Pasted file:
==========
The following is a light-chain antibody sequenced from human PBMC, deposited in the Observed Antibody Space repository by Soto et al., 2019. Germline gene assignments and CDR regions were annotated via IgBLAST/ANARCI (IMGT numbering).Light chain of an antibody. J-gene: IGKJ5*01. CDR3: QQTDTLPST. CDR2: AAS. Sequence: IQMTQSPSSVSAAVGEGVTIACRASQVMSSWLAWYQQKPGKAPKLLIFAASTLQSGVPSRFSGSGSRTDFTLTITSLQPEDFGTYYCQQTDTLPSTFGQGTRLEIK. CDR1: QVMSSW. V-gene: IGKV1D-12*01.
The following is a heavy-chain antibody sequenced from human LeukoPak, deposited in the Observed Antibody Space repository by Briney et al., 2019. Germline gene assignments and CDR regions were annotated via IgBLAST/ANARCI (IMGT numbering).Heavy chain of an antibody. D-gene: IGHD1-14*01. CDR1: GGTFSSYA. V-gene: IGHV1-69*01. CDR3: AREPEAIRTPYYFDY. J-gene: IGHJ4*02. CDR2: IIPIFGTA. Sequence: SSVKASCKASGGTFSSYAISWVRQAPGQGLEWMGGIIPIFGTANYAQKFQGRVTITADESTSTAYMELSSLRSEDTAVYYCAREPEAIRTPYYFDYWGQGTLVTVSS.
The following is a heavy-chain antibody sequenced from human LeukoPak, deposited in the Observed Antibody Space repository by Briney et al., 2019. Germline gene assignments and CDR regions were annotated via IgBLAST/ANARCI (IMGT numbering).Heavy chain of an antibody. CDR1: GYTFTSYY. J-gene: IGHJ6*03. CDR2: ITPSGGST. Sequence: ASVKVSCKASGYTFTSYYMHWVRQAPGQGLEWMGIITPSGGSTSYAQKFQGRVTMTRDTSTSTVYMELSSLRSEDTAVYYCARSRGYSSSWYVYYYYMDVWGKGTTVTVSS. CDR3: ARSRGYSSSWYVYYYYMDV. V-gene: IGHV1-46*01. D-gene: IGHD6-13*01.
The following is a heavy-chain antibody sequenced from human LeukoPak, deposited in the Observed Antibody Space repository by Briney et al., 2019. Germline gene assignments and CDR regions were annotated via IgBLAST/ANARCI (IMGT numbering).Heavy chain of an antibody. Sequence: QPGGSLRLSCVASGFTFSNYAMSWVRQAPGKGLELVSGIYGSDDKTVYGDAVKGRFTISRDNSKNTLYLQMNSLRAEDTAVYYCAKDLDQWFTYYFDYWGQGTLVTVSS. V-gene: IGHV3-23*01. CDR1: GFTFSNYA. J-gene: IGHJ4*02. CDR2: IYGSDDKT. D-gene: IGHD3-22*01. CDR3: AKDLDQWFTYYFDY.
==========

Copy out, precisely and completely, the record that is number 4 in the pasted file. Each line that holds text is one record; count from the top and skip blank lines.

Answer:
The following is a heavy-chain antibody sequenced from human LeukoPak, deposited in the Observed Antibody Space repository by Briney et al., 2019. Germline gene assignments and CDR regions were annotated via IgBLAST/ANARCI (IMGT numbering).Heavy chain of an antibody. Sequence: QPGGSLRLSCVASGFTFSNYAMSWVRQAPGKGLELVSGIYGSDDKTVYGDAVKGRFTISRDNSKNTLYLQMNSLRAEDTAVYYCAKDLDQWFTYYFDYWGQGTLVTVSS. V-gene: IGHV3-23*01. CDR1: GFTFSNYA. J-gene: IGHJ4*02. CDR2: IYGSDDKT. D-gene: IGHD3-22*01. CDR3: AKDLDQWFTYYFDY.